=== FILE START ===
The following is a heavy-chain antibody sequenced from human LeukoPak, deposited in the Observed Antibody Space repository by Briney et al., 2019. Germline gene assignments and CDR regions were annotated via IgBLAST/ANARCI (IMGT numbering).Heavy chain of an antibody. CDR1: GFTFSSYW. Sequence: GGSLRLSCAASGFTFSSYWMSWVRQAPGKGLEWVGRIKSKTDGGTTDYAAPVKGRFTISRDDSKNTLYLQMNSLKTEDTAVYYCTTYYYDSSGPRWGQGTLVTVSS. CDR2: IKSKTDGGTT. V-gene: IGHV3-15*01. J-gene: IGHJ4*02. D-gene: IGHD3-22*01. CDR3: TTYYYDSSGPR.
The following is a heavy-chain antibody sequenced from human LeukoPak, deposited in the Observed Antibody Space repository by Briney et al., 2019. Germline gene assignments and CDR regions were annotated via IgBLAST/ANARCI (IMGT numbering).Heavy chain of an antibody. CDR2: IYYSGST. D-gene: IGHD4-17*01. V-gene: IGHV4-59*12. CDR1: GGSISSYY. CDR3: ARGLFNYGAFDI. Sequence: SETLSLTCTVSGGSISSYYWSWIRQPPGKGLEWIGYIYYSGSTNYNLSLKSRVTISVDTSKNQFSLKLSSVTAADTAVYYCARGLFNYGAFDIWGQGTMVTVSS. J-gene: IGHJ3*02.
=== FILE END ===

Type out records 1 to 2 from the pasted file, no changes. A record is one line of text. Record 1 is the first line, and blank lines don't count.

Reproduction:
The following is a heavy-chain antibody sequenced from human LeukoPak, deposited in the Observed Antibody Space repository by Briney et al., 2019. Germline gene assignments and CDR regions were annotated via IgBLAST/ANARCI (IMGT numbering).Heavy chain of an antibody. CDR1: GFTFSSYW. Sequence: GGSLRLSCAASGFTFSSYWMSWVRQAPGKGLEWVGRIKSKTDGGTTDYAAPVKGRFTISRDDSKNTLYLQMNSLKTEDTAVYYCTTYYYDSSGPRWGQGTLVTVSS. CDR2: IKSKTDGGTT. V-gene: IGHV3-15*01. J-gene: IGHJ4*02. D-gene: IGHD3-22*01. CDR3: TTYYYDSSGPR.
The following is a heavy-chain antibody sequenced from human LeukoPak, deposited in the Observed Antibody Space repository by Briney et al., 2019. Germline gene assignments and CDR regions were annotated via IgBLAST/ANARCI (IMGT numbering).Heavy chain of an antibody. CDR2: IYYSGST. D-gene: IGHD4-17*01. V-gene: IGHV4-59*12. CDR1: GGSISSYY. CDR3: ARGLFNYGAFDI. Sequence: SETLSLTCTVSGGSISSYYWSWIRQPPGKGLEWIGYIYYSGSTNYNLSLKSRVTISVDTSKNQFSLKLSSVTAADTAVYYCARGLFNYGAFDIWGQGTMVTVSS. J-gene: IGHJ3*02.